Opportunity in sports broadcasting
Drone cameras are revolutionising sports broadcast world over. And Quidich wants to ride that trend. Rahat says, “We have found some great use cases for drones, combined with augmented reality (AR) in live sport, and broadcasters are happy to speak to us.”
“We are doing player tracking using drones, and offering augmented graphics and image analytics on top of that. So, the player wagon wheel becomes 3D. The commentators can talk to audiences better. If you add a virtual camera, it gives the impression that anchors are seated on top of a stadium whereas they are still in the studio. Thus, the end-user experience is great.”
Quidich is targeting cricket, football and wrestling broadcasts in Southeast Asia. Without revealing names, the startup says that it is in talks with a few Indian and global sports channels. “There is great scope across multiple sports,” says Rahat.
Supplier to government agencies
The startup is also a supplier of drones to the Indian Railways, the Mumbai Police, the governments of Rajasthan and Andhra Pradesh, and the Madhya Pradesh State Mining Corporation, among others. Government agencies use Quidich’s drone cameras for surveillance purposes as well as to map and monitor infrastructure projects.
Quidich has developed its own software that can process tonnes of high-resolution images captured by its 4K drone cameras, analyse them, and upload the findings on a server that can be accessed by clients through logins.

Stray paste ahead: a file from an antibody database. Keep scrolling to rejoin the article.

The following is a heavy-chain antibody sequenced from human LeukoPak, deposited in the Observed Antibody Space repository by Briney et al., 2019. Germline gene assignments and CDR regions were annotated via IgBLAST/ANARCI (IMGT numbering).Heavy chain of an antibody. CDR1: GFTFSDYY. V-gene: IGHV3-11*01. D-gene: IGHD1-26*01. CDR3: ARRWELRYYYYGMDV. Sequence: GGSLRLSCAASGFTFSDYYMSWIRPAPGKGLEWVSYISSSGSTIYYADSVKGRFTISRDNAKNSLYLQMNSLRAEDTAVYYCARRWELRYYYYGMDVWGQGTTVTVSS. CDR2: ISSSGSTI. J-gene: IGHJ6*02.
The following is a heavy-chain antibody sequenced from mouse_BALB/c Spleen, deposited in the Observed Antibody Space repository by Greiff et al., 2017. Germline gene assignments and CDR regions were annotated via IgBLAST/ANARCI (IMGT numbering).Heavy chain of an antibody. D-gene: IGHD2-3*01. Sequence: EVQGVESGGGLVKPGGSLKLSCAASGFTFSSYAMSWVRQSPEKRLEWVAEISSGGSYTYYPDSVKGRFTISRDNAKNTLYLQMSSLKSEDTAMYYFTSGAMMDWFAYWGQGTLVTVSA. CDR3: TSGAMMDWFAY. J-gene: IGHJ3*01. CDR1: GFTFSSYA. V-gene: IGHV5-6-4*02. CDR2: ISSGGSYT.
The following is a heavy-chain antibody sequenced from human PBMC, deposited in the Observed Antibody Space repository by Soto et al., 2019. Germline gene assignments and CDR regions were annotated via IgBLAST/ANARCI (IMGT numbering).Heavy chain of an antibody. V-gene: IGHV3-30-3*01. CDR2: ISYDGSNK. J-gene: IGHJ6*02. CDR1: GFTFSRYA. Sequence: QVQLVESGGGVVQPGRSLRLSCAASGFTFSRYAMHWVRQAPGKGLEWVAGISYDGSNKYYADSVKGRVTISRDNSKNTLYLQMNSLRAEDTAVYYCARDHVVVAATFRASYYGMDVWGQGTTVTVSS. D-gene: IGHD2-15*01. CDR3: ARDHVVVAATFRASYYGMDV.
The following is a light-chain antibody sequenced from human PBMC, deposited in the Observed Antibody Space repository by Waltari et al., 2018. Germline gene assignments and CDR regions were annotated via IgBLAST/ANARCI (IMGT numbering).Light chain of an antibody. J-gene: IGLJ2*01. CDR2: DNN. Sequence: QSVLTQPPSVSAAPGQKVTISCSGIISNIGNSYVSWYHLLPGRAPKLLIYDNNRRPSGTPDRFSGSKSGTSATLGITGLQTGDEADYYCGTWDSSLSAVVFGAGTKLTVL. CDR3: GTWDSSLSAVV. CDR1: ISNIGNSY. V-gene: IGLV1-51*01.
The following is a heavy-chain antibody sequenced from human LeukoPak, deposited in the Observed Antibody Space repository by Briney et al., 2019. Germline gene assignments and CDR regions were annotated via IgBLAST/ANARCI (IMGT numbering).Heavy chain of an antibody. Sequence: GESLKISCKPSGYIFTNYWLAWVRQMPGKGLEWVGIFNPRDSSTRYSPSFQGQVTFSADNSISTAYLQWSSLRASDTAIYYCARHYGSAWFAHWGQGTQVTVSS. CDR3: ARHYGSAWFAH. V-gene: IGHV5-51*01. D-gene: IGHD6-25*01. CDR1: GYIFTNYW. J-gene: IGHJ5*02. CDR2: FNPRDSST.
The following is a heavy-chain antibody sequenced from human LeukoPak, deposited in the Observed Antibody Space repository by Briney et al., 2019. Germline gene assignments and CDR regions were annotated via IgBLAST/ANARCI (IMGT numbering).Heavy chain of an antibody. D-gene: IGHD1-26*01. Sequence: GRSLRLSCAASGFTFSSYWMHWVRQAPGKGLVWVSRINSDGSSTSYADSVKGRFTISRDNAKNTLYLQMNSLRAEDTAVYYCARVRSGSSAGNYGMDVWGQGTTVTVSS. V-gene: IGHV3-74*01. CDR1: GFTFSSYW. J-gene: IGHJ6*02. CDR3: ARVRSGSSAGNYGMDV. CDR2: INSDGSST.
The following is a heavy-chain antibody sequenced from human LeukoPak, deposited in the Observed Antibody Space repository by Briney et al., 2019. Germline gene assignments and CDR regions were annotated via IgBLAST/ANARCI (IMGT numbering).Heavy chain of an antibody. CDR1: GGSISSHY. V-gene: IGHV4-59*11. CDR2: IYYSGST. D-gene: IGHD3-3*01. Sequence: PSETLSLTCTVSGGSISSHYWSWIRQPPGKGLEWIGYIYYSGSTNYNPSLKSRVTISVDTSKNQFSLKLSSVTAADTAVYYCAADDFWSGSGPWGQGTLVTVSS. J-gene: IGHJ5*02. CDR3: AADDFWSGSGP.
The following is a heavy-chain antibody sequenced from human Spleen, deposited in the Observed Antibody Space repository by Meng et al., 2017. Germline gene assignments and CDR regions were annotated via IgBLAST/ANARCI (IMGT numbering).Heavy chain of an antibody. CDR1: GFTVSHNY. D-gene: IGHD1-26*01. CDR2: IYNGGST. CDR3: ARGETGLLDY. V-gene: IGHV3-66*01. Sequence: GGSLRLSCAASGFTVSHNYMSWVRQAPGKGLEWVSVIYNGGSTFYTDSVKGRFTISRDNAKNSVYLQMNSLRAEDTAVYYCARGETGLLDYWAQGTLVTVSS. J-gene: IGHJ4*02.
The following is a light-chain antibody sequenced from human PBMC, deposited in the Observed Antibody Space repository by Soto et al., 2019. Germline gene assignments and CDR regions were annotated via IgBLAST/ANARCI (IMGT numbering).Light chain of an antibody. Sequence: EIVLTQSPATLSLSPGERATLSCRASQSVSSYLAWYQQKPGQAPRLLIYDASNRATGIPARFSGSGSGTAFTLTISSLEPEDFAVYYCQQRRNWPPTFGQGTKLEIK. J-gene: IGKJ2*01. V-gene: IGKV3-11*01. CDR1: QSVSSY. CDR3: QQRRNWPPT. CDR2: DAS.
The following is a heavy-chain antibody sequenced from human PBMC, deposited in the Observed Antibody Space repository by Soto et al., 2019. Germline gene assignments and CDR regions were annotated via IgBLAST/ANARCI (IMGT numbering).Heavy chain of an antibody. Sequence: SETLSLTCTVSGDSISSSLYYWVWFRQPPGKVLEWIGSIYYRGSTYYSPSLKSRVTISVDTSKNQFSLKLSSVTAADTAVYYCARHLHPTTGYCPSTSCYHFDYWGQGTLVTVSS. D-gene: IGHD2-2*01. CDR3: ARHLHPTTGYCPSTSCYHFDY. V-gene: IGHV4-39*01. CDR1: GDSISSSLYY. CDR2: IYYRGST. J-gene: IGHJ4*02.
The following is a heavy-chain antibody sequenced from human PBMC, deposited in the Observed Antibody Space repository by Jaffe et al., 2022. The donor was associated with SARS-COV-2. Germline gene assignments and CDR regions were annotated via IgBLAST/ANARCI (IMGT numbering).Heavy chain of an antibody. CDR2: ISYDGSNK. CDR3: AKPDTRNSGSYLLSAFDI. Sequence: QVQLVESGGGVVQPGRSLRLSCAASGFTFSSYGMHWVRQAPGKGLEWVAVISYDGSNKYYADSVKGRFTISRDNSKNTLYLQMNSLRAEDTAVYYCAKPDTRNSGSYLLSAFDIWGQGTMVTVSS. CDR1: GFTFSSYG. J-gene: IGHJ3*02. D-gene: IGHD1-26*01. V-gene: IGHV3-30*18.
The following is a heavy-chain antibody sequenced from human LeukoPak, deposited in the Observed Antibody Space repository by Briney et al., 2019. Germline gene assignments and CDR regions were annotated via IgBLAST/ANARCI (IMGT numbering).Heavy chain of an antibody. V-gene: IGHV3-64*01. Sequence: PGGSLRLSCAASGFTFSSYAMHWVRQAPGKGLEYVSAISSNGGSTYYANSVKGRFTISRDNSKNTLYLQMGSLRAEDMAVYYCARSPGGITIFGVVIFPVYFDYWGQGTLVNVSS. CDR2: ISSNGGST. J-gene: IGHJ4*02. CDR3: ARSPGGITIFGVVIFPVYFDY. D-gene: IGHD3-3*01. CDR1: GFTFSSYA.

Unique use cases have emerged. Earlier this year, Quidich enabled the Uttar Pradesh forest department to nab a man-eating tiger in the town of Pilibhit.
While the utility of drones has been more than established, challenges remain in terms of the regulatory network. “That is slowing down adoption,” laments Rahat.
“Several ministries are involved in the passing of regulation. There is a lot of uncertainty and many bottlenecks. That is restricting innovation,” he says. That, for Quidich, has been the biggest challenge. “Regulations are a threat to any new technology. It is a complete turn-off for investors too,” says Rahat.
The government has only recently released a draft regulation for drones and is evaluating their commercial use. Quidich, along with ten other drone companies, have formed the Drone Federation of India to give voice to the industry’s concerns.
“Our objective is industry advocacy, and to work alongside key government bodies like DGCA (Directorate General of Civil Aviation) to influence policy decision concerning drones in India,” Vignesh Santhanam, President, Drone Federation of India, and Head of Marketing at Quidich, told the media.
Funding and future
Quidich, meanwhile, claims to have grown its revenues “8-9X every year,” and is currently in talks with investors for closing a round - its first.
It will use the funds for international expansion. “We plan to stay ahead of the game globally. In sports broadcasting, especially, there is an immediate paying customer and immediate value,” says Rahat.
In the five years since he founded Quidich, Rahat claims to have undergone “a complete human transformation”. He says, “I had no idea what entrepreneurship was. Earlier, my lens was only creative. Then priorities changed, and I had to create economic sense out of everything.”
Quidich has proved that drones can make complete economic sense. The industry too is expected to take off soon!